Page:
Hitchhiker’s bLog: 2019.10.15 Rummage, Rummage, Everywhere…

A house is just a pile of stuff with a cover on it. You can see that when you’re taking off in an airplane. You look down, you see everybody’s got a little pile of stuff. All the little piles of stuff. And when you leave your house, you gotta lock it up. Wouldn’t want somebody to come by and take some of your stuff. They always take the good stuff. They never bother with that crap you’re saving. All they want is the shiny stuff. That’s what your house is, a place to keep your stuff while you go out and get…more stuff!

George Carlin

This week is Rummage Sale at the church. Twice a year people rummage through their closets, basements, and garages sorting through STUFF deciding what can stay and what can go. It always amazes me how much STUFF arrives at he church from Sunday afternoon through Tuesday! It also amuses me to see how much of this STUFF is purchased by people looking for more STUFF, even though they have donated stuff.

I am not immune to this “STUFF syndrome.” Sunday I dropped off some STUFF that will be on the tables at the Rummage sale. And as always Jenise and I will be looking through other people’s STUFF because we also like to collect STUFF. It’s like some sort of exchange…stuff for stuff.

There will be amazing array of STUFF that will be on display in the building. (from here on in I will call it “rummage”) From one end of the building to the other, there is a smorgasbord of rummage from old McDonald’s collectible drinking glasses (my favorite was always Mayor Mccheese because I liked the name) to pilsner glasses to fine crystal wine glasses. There is a spectacular array of broken toys, cassette tapes, unwearable shoes, and more costume jewelry than you can shake a stick at. And you cannot imagine the mountains of clothing!

Then there is the room at the end of the building called “rummage Plus.” This is the room full of rummage that the ladies have deemed to good to mingle with the rest of the population. These get special pricing because they are in very good shape, sometimes even new with tags still on, or high end quality. Sometimes you will find expensive suits or prom gowns, or maybe even leather coats and jackets.

It begs the question: Do we have too much? I mean if we have so much to give away, does that mean we spend way to much filling our house with things we really don’t need because after a while they are devalued in our life enough to just give away.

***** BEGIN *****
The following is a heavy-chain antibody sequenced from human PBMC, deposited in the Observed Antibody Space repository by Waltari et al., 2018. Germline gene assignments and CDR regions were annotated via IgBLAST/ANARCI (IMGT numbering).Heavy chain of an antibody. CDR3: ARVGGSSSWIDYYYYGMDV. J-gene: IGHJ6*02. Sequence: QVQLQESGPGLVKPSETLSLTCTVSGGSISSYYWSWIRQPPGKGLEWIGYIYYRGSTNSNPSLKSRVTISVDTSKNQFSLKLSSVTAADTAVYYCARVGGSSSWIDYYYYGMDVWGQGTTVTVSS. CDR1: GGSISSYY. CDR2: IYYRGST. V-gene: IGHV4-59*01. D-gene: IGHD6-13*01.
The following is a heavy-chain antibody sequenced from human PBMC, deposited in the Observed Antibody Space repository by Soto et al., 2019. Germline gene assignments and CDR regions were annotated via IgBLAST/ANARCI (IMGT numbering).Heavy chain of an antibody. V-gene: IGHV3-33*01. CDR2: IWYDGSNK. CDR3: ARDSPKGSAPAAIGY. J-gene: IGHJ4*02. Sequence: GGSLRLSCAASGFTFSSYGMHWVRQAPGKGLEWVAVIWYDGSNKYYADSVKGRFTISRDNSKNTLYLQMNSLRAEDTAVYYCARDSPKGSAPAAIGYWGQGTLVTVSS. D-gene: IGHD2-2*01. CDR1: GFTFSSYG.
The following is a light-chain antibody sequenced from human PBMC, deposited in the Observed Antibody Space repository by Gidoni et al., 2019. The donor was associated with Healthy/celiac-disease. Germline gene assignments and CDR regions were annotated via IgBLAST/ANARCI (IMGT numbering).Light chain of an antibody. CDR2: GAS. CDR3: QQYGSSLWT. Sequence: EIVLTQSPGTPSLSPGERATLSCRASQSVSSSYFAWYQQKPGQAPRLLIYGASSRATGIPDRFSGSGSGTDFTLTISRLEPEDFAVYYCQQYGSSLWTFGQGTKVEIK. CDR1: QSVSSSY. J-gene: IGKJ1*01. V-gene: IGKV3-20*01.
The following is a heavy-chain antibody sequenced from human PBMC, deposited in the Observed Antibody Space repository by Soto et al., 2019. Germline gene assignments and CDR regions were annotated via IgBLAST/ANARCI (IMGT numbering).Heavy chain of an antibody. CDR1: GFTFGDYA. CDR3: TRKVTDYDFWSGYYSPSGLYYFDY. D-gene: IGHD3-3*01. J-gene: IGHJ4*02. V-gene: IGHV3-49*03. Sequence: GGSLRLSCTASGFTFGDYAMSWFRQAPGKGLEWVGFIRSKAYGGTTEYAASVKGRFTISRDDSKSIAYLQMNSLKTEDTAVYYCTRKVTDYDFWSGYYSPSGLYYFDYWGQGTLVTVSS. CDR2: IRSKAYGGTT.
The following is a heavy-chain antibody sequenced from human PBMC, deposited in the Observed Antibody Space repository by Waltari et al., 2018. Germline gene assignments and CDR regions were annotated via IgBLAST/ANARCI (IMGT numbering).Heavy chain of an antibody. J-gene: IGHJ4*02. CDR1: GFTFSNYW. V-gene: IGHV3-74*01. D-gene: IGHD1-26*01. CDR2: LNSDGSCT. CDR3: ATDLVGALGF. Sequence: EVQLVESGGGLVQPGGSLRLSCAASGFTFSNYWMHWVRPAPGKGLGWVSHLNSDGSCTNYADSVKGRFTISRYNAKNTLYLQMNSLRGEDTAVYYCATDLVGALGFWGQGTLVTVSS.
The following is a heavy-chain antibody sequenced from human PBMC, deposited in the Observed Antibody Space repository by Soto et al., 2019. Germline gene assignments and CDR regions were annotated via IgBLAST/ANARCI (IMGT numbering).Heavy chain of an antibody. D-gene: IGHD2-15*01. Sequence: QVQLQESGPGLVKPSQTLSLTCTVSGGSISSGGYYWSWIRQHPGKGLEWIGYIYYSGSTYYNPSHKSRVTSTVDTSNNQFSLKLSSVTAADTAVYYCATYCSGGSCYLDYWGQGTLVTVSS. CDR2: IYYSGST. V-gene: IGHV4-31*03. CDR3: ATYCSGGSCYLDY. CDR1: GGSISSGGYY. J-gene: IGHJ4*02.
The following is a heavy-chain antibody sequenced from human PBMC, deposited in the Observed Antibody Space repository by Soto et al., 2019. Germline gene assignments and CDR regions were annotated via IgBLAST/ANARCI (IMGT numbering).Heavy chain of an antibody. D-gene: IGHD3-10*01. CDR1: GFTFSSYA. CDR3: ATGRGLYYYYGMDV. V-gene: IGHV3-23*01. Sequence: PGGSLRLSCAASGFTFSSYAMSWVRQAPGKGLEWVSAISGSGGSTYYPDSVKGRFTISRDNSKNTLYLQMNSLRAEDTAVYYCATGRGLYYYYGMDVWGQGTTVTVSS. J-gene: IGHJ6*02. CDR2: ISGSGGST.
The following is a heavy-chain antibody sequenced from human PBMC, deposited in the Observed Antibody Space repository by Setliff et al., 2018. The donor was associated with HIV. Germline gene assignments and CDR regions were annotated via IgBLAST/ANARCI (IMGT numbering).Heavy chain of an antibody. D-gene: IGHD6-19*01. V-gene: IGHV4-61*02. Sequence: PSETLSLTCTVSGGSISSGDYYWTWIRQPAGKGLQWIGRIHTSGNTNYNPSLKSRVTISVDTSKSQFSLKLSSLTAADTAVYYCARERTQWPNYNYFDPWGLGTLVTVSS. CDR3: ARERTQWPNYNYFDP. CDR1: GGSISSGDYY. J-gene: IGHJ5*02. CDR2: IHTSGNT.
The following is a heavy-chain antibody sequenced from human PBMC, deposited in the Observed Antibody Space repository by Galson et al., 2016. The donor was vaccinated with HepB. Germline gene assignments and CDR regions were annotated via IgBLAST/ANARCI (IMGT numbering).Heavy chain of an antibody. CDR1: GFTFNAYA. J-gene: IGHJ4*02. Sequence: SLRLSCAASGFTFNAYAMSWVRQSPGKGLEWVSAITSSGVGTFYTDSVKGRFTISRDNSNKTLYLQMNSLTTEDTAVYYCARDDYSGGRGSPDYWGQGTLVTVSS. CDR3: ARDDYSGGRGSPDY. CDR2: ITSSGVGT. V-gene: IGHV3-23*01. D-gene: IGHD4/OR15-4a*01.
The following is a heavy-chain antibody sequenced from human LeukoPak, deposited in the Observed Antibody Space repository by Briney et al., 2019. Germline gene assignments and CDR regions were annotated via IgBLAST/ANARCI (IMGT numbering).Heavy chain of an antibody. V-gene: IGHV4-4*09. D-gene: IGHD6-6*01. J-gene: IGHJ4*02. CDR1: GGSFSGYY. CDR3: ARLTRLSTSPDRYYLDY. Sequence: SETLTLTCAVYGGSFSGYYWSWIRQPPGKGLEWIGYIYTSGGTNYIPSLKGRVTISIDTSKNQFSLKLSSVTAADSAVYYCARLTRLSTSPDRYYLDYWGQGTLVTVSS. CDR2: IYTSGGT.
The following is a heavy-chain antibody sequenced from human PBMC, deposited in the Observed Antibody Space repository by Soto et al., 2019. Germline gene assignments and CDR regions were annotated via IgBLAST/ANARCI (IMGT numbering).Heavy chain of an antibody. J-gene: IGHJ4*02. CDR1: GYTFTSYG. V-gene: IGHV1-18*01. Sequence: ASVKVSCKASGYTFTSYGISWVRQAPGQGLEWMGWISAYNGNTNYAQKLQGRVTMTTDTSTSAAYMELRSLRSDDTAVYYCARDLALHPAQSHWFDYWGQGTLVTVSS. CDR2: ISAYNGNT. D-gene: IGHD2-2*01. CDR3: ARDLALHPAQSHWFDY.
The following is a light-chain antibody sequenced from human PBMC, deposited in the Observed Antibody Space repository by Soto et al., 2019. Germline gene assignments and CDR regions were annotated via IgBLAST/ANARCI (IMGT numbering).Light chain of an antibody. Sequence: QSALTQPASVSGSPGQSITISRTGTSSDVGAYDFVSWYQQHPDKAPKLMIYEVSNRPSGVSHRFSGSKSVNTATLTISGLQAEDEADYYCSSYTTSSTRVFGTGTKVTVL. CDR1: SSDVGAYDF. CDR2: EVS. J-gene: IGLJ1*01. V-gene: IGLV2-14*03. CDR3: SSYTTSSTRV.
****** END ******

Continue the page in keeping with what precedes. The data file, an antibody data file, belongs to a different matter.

Not long ago I heard a talk on “fast fashion.” The speaker spoke about how there used to be four distinct seasons in a retail year for clothing, but now the clothing turns over ever couple of weeks. This means we have at least 24 seasons vs. 4 seasons, or 8 times the number we used to be satisfied with.

She also said we would hold onto clothing longer. In the 19th century, only a wealthy woman would have five or six really dressy dresses and she would keep them for many years. Average women might have one. Yet now the average young lady has purchased several formal and semi-formal dresses by the time they graduate high school that they will only wear once. (Some of those dresses end up at the rummage sale).

Now we are consumerists all the time, and its getting worse because we do not have to get in the car and go to the store. Now we just ave to sit on the couch and pick up our phone………

Are we filling a void?

For what will it profit a man if he gains the whole world and forfeits his soul? Or what shall a man give in return for his soul?

Matthew 16.26 esv

2 thoughts on “Hitchhiker’s bLog: 2019.10.15 Rummage, Rummage, Everywhere…

  1. Our voids are filled to overflowing – but there is hope for the future. Ilya Pozin’s article, ‘The Secret to Happiness? Spend Money on Experiences, Not Things,’ (Forbes, March 3, 2016) and Blake Morgan’s, ‘NOwnership, No Problem: An Updated Look At Why Millennials Value Experiences Over Owning Things,’ (Forbes, Jan 2, 2019) discuss the shift from a consumer economy to an experience economy.
    The millennials may be on to something. Rent, borrow or barter for the stuff they will need to seize the day without the burden of storing obsolete, unsatisfying rummage.

    Like

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